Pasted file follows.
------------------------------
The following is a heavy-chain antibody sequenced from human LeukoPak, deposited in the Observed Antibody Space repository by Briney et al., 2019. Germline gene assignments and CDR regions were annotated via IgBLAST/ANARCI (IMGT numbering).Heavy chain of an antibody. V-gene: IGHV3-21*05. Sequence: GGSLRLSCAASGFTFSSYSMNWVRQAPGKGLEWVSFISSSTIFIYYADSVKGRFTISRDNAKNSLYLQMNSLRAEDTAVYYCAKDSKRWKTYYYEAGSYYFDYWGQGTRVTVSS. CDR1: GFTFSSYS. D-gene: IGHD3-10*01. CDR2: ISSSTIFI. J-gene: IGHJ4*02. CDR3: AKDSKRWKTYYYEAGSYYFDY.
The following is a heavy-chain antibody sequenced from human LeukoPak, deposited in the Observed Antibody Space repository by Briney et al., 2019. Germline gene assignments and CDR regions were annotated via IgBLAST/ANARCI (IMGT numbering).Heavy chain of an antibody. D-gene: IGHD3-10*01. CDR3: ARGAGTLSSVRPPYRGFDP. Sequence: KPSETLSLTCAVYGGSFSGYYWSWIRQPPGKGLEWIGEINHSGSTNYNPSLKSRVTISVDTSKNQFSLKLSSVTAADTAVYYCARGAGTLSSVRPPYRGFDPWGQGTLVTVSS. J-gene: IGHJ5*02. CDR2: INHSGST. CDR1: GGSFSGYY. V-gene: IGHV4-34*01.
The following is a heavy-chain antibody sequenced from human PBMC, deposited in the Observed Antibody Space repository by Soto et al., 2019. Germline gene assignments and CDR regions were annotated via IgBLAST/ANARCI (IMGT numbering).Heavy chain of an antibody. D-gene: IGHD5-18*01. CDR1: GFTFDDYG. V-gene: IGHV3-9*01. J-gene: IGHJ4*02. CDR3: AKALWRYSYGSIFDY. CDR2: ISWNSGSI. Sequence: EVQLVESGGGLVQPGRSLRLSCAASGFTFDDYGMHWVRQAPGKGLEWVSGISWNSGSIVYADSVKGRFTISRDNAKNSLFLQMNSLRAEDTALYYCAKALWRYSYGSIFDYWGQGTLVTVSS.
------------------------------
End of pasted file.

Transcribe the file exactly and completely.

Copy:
The following is a heavy-chain antibody sequenced from human LeukoPak, deposited in the Observed Antibody Space repository by Briney et al., 2019. Germline gene assignments and CDR regions were annotated via IgBLAST/ANARCI (IMGT numbering).Heavy chain of an antibody. V-gene: IGHV3-21*05. Sequence: GGSLRLSCAASGFTFSSYSMNWVRQAPGKGLEWVSFISSSTIFIYYADSVKGRFTISRDNAKNSLYLQMNSLRAEDTAVYYCAKDSKRWKTYYYEAGSYYFDYWGQGTRVTVSS. CDR1: GFTFSSYS. D-gene: IGHD3-10*01. CDR2: ISSSTIFI. J-gene: IGHJ4*02. CDR3: AKDSKRWKTYYYEAGSYYFDY.
The following is a heavy-chain antibody sequenced from human LeukoPak, deposited in the Observed Antibody Space repository by Briney et al., 2019. Germline gene assignments and CDR regions were annotated via IgBLAST/ANARCI (IMGT numbering).Heavy chain of an antibody. D-gene: IGHD3-10*01. CDR3: ARGAGTLSSVRPPYRGFDP. Sequence: KPSETLSLTCAVYGGSFSGYYWSWIRQPPGKGLEWIGEINHSGSTNYNPSLKSRVTISVDTSKNQFSLKLSSVTAADTAVYYCARGAGTLSSVRPPYRGFDPWGQGTLVTVSS. J-gene: IGHJ5*02. CDR2: INHSGST. CDR1: GGSFSGYY. V-gene: IGHV4-34*01.
The following is a heavy-chain antibody sequenced from human PBMC, deposited in the Observed Antibody Space repository by Soto et al., 2019. Germline gene assignments and CDR regions were annotated via IgBLAST/ANARCI (IMGT numbering).Heavy chain of an antibody. D-gene: IGHD5-18*01. CDR1: GFTFDDYG. V-gene: IGHV3-9*01. J-gene: IGHJ4*02. CDR3: AKALWRYSYGSIFDY. CDR2: ISWNSGSI. Sequence: EVQLVESGGGLVQPGRSLRLSCAASGFTFDDYGMHWVRQAPGKGLEWVSGISWNSGSIVYADSVKGRFTISRDNAKNSLFLQMNSLRAEDTALYYCAKALWRYSYGSIFDYWGQGTLVTVSS.